by Kevin Klombies, Senior Analyst

Thursday, June 21, 2007

Chart Presentation: 8-Year Cycle

Energy prices were weaker yesterday as the airlines and autos turned higher. The recent trend has been for strength in energy prices late in the week so continued weakness today would certainly help to suggest that the strong commodity theme has come to an end.

The problem with ‘macro’ arguments is that they can miss by months or even quarters and still appear reasonable when viewed on a long-term chart. However, we wanted to start things off today by showing the 8-year cycle.

The chart shows the CRB Index into the 1982 bottom. This was the low point for cyclical asset prices.

The second chart features Japan’s Nikkei 225 Index into the 1990 top. This index marked the highs for cyclical asset prices approximately eight years later.

The chart shows the CRB Index once again into the next bottom for cyclical asset prices in early 1999.

The chart shows the sum of copper and crude oil futures prices into the 2006- 2007 top.

The argument is that asset prices- including real estate, collectibles, Asian growth, and commodities- tend to make a bottom followed roughly eight years later by a top. The next bottom would then be reached after an additional eight years. The low point in 1982 was followed by a peak in 1990, a bottom towards the end of 1998, and then another top into 2006- 2007.

Our point is that it makes some sense to regard the frantic trading action in the Chinese equity market and in base metals prices as indicative of late-cycle or, perhaps, end-of-cycle activity. Similar to the rotation through the broad equity market that shifted from consumer, financial, and pharma to tech and then eventually into all things ‘internet’ into 2000 the rising trend for cyclical asset prices has recently narrowed. We suspect that any market that values junk over quality to the point where African currencies represent a superior store of value to the U.S. dollar is getting long in the tooth. The 8-year cycle simply suggests that this is an appropriate time- give or take a quarter or three- for a peak in cyclical asset prices.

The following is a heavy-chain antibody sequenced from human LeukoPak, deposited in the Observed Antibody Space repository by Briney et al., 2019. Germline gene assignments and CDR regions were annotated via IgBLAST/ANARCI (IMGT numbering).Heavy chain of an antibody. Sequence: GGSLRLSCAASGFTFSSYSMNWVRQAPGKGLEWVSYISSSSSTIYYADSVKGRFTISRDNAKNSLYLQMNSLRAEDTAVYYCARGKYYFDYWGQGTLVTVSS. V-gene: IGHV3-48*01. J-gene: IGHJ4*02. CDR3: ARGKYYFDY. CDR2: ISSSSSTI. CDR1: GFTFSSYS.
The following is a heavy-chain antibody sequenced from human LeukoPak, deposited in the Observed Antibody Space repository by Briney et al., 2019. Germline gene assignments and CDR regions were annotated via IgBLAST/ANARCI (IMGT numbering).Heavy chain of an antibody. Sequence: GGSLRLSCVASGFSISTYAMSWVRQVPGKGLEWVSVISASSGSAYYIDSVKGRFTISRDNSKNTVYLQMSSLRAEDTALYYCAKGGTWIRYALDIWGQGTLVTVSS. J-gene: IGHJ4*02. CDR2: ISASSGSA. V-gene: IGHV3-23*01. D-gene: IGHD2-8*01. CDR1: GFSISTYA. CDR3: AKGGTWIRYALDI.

Equity/Bond Markets

The first page argument was that cyclical asset prices peaked in 1990, bottomed in late 1998, and then moved back to a top over the past year. Another view of this is shown at top right.

The chart compares the stock price of General Motors (GM) with the ratio between the CRB Index and crude oil futures.

The ratio between commodity prices and crude oil bottomed in 1990 in advance of the Gulf War and then peaked in 1998 during the Asian crisis. The trend for this ratio moves very closely with the share price of GM.

The argument would then be that after more than 8 years of driving into a head wind the trend appears set to turn back to positive for the U.S. autos. To confirm this crude oil prices should start to weaken relative to broad commodity prices. We use a similar chart-based argument for the stock price of JetBlue (JBLU) on page 6.

We have commented on numerous occasions recently that we are looking for ‘gaps’. In particular we are looking for positive reactions to news in some of the non-commodity sectors.

Yesterday the stock price of Home Depot gapped higher on news of a massive stock buyback. The sharp rise in HD just happened to occur on the very day that the trend for energy prices began to weaken (XOI/SPX chart on page 4, XOI/XAL chart on page 7).

The stock price of U.S. retailer Target (TGT) took a strong run at the recent highs in early trading yesterday but failed to punch through as index-related futures selling pulled the broad market lower into the close of trading. However, the chart at bottom right makes the case that when stocks like TGT, Cisco, Intel, Microsoft, IBM, etc. turned upwards last summer it marked the peak for energy prices and when these stocks began to flatten out early in 2007 the markets shifted back to the commodity theme. New highs for TGT would suggest that the markets are preparing to move away from the weak dollar/strong energy and metals trend.